There’s more carbon locked up in the high north’s permafrost than the combined total released into the atmosphere by humans. The big melt going on right now in the Arctic could trigger a train of catastrophic events across the world.
The Arctic’s soil and permafrost hold nearly twice as much carbon as the earth’s atmosphere, dwarfing the amount of carbon emitted to date by burning fossil fuels. Since the industrial revolution our dependence on coal and oil has ratcheted up the atmosphere’s carbon content, from 560 to 760 gigatons. Permafrost holds an estimated 1,400 gigatons of carbon.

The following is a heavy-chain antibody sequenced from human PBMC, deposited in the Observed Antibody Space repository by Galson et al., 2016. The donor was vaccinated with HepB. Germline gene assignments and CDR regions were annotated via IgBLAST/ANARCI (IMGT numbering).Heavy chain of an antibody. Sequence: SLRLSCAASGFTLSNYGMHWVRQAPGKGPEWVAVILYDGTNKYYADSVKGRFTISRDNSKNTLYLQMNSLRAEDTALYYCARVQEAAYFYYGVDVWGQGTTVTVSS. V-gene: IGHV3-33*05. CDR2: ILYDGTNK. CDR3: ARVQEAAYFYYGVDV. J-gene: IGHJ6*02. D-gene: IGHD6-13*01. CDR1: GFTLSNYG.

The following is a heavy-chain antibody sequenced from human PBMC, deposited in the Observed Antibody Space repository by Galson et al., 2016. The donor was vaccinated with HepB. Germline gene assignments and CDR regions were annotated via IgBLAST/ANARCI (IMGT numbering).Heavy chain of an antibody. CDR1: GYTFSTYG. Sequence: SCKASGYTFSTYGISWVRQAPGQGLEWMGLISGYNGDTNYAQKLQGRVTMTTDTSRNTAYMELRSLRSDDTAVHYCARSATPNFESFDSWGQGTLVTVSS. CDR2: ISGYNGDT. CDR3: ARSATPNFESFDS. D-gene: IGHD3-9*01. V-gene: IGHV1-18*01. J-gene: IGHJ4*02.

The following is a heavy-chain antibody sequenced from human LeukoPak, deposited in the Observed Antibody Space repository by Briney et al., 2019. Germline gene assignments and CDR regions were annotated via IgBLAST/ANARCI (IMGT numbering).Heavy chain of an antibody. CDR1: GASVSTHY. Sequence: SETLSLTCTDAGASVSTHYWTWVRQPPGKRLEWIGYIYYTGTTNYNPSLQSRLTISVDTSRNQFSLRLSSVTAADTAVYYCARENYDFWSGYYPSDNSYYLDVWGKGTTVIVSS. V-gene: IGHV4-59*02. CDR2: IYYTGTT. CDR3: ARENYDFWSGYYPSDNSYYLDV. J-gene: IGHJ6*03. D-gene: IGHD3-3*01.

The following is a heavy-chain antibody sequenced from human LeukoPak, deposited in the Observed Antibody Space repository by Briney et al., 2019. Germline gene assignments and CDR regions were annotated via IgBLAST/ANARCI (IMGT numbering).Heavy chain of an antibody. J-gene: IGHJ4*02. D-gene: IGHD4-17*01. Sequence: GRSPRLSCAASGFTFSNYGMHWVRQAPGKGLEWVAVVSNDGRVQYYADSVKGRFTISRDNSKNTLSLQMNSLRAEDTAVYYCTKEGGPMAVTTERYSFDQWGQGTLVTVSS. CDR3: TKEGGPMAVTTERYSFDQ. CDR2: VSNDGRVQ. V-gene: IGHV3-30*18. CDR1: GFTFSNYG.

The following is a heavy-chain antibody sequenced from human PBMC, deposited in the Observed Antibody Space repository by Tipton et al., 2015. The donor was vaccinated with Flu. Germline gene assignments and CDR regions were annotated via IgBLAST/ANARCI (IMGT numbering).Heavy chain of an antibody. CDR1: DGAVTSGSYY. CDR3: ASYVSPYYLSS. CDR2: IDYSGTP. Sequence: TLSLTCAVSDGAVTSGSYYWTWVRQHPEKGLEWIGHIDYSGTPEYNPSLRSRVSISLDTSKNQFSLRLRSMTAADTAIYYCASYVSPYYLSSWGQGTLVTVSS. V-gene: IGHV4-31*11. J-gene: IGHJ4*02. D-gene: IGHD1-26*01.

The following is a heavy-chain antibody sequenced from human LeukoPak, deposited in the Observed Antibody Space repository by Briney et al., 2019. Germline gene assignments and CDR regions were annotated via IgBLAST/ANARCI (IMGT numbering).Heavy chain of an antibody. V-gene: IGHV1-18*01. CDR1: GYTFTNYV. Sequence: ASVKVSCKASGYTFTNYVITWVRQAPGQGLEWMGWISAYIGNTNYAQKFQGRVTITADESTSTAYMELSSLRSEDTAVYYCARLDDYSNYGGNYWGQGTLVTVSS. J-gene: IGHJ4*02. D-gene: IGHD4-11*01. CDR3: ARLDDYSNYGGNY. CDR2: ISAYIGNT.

In addition to carbon dioxide, the frozen source is releasing methane, a greenhouse gas 25 times more potent, though it stays in the atmosphere for only a decade rather than for millennia. The gas is bubbling up from land and also from a large, previously overlooked source: permafrost submerged beneath the Arctic Ocean. It’s too early to say whether this is a newly observed steady leak, or if it signals the beginning of a flood of methane.